Bin Ladin condemns Saudi government

An audiotape message attributed to al-Qaida leader Usama bin Ladin and broadcast on a website on Thursday laid the blame for the unrest in Saudi Arabia on the kingdom's ruling monarchy.

    Bin Ladin praised the attack on the US consulate in Jedda

    "The responsibility for the current situation in Saudi Arabia rests with the regime," said the voice on the tape, broadcast on a website and subsequently on Aljazeera.

     

    The authenticity of the tape could not be immediately verified.

     

    "In Saudi Arabia, it is the king and not Allah who commands sovereignty and complete obedience," the voice on the tape said. "I advised the government two decades ago to remedy the situation ... but it has not changed at all."

     

    "We pray to Allah to welcome the souls of the mujahidin (Islamic fighters) who attacked the American consulate in Jedda," he said, referring to the 6 December attack in the Saudi city in which four of the attackers, together with five non-American embassy staff members, were killed.

     

    Bin Ladin said there is no difference between one Arab leader and another as they are all keen to implement US policies in the region.

     

    No difference

     

    "We are not talking about a corrupt, impious leader, but about the apostasy and collaboration of leaders with the infidels.

     

    "Since there is no difference between [Paul] Bremer, the former governor in Baghdad, and [Iyad] Allawi, the current leader, in applying US policies in Iraq, there is no difference between Bremer and the rest of the region's leaders in applying US policies," Bin Ladin said. 

    Bin Ladin: Saudis have ignored all
    conditions to prevent bloodshed

    With regard to Saudi Arabia, he talked about "the conflict between the leaders and the people", and also about the stands of other Arab leaders.

     

    Addressing "Muslims in Saudi Arabia in particular and in other countries in general", Bin Ladin said: "This is a message about the conflict between the leaders of Riyadh and people of the country and the way to solve it."

     

    "The necessity of security and safety, the sanctity of Muslims' blood, the necessity of harmony and union and the dangers of conflicts and separation (division) have been discussed a great deal in Saudi Arabia," he said.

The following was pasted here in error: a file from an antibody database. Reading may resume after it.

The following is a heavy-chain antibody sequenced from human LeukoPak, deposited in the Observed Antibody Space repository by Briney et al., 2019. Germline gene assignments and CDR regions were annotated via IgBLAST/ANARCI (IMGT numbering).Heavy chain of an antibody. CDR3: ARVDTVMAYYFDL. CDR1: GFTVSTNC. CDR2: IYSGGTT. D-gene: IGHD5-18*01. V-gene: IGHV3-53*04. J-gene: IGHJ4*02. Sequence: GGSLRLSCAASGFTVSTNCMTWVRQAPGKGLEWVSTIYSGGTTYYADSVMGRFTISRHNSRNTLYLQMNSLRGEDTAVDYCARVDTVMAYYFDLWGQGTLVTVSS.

"They have claimed that the mujahidin are responsible for the continuing incidents in Saudi Arabia. But it is very clear that it is the government's responsibility as it has ignored all conditions required to ensure safety and prevent bloodshed."

     

    Bin Ladin added: "If we want to correctly, practically and scientifically solve the conflict, we should know its reality, roots and directions. Part of this conflict is internal, but in other dimensions it is a conflict between international non-believers supported by the US-led apostates on the one side, and the Muslim nation and the mujahidin brigades on the other side."

     

    Saudi Arabia has been battling insurgents with suspected links to Bin Ladin's al-Qaida network to put down a wave of deadly attacks which began in May 2003.

    SOURCE: Aljazeera + Agencies


    YOU MIGHT ALSO LIKE

    The Muslims of South Korea

    The Muslims of South Korea

    The number of Muslims in South Korea is estimated to be around 100,000, including foreigners.

    Gender violence in India: 'Daughters are not a burden'

    Gender violence in India: 'Daughters are not a burden'

    With female foeticide still widespread, one woman tells her story of being mutilated for giving birth to her daughters.

    Zimbabwe: What's happening?

    Zimbabwe: What's happening?

    Situation tense as thousands march in Harare to call for Robert Mugabe's resignation days after military takeover.